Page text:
The impression I gleaned from the tone of the article, and its ironic suggestion of other, superior, films and musicals to see instead, was rather one of snobbery. Perhaps – once again – I’m naïve, but I don’t see the difference between watching something which is simplistic or “low-brow” and something which is critically acclaimed and acknowledged as a creative triumph –  if I’m enjoying it. I’m no music scholar, and couldn’t tell you what constitutes a “complex” and “interesting” score, but I know that I admire it when everyone sings their own song, separately, and then suddenly they’re all singing them together and to my amazement they all fit! I love the sound you get when you have ten singers lined up on stage, belting out their parts, whether it’s in Beauty and the Beast or Die Walküre. I love the clever way lyricists play with language – whatever language that happens to be. And the whole is presented with such flair and excitement as to enchant the audience and catch them up in it. If you don’t feel that then you’re either much more skilful than me (I think there’s a certain sense in which you always marvel a bit at what you can’t do yourself) or you’ve become hardened to it in a belief that it’s somehow more grown-up to be critical than to have fun. But I’d rather keep my childish amazement, and never lose the Wonder.

Thankful for…

My trip to the doctor today revealing that the worries I had were unfounded

Southern Daddy being able to work from home today

The new ticket machines having finally been installed in my local Metro station (explanation here)!

The Cross of Christ by John Stott, which I’m reading for Lent

The Bookworm settling into Guides so quickly and being keen to go on camp with them in June (we had to sign up tonight)

A lovely meal and DVD yesterday evening (we watched Noises Off which is based on the play of the same name and almost as funny as when we saw it at the theatre a few years ago.  We liked it so much we’re going to use some of our Christmas Theatre Tokens to see it again in April!)

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Hearing the people sing

It’s amazing that the musical (or “muscial phenomenon”, as it’s often described) Les Misérables has been around for so long – it will celebrate its 27th birthday on 8th October.  I think I was about 16 when I first became a fan of the music, when it had been running for 6 years or so.  I’d heard some of the songs before, and then we sang a Les Mis medley in our school chamber choir.  Not long afterwards, my sister Peacock picked up a very cheap recording of most of the songs on cassette and I remember that we subjected our parents to it many times in succession whilst on holiday that year, whilst we sang along in the back of the car.  Not having read the book or seen the show, we hadn’t much idea of the plot or the events portrayed, so not all of it made sense to us.  In addition, the recording we had at our disposal had been rendered all the more inexpensive by the singers’ doubling up on parts, which is usually fine, but makes the Confrontation scene,  between Jean Valjean and Inspector Javert (but all sung by one person), utterly bewildering.  We had no idea why Valjean, who had seemed so kind to Fantine in her final moments, then appeared to address her with:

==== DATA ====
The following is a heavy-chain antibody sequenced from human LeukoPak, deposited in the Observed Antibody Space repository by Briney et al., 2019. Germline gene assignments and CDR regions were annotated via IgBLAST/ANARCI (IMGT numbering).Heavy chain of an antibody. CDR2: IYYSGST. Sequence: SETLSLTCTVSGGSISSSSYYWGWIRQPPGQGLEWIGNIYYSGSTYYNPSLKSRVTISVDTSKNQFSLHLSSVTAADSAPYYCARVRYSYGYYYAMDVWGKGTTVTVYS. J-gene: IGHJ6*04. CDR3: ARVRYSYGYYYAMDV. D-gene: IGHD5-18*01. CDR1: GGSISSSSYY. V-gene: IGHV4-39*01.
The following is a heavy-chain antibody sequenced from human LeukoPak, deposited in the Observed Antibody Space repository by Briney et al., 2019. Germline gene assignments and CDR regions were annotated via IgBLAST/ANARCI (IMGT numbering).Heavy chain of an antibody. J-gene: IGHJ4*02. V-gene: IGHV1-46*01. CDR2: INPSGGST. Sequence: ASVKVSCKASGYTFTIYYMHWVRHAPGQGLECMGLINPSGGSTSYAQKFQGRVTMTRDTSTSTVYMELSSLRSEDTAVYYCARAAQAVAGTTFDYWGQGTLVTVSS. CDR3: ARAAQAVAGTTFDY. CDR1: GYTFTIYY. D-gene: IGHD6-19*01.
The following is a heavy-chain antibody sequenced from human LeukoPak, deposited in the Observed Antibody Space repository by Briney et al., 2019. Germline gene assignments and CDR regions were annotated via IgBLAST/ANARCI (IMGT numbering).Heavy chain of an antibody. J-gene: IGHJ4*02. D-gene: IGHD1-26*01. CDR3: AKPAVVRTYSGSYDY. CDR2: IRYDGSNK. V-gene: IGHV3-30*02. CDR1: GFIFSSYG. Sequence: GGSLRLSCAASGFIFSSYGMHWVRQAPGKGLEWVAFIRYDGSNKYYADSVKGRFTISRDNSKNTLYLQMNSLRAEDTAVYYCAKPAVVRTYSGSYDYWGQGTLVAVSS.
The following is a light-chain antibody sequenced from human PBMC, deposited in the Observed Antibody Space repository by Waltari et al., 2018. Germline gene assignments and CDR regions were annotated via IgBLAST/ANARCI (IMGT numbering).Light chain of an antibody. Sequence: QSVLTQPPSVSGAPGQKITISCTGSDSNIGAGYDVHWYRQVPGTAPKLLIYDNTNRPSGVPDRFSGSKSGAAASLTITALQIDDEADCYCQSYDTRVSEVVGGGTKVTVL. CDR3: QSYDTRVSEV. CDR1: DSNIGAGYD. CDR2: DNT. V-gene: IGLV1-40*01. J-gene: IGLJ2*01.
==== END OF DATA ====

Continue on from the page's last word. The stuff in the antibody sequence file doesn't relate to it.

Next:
And this I swear to you tonight: there is no place for you to hide

before confusingly promising to take care of her daughter!

(For those of you unfamiliar with the lines, Valjean is in fact swearing to care for Fantine’s daughter, as Javert interjects between lines that Valjean has nowhere to hide, and that he’ll continue to seek him out).

Nonetheless we sang along with gusto, imagining little storylines around the lyrics we could understand.

It wasn’t until two years later, after I’d left for university (accompanied by a second copy of the same cassette), that we finally got to see the show itself.  For Peacock’s 17th birthday I decided to surprise her with a trip to London and matinée tickets at the Palace Theatre on Shaftesbury Avenue.  The day was part-adventure, part-disaster – we travelled by train and tube, then arrived at Tottenham Court Road station and proceeded to walk an extremely long way in the wrong direction before realising our mistake, but somehow still managed to get back to the theatre in time, at the expense of our lunch!  We had balcony seats (in my inexperience, I didn’t realise where the balcony of a theatre was, and thought I had a booked a box at a very reasonable price indeed!) but this didn’t spoil the experience one bit as we sat enthralled, looking down on the actors and fitting the events which unfolded in front of us to the familiar words of the songs.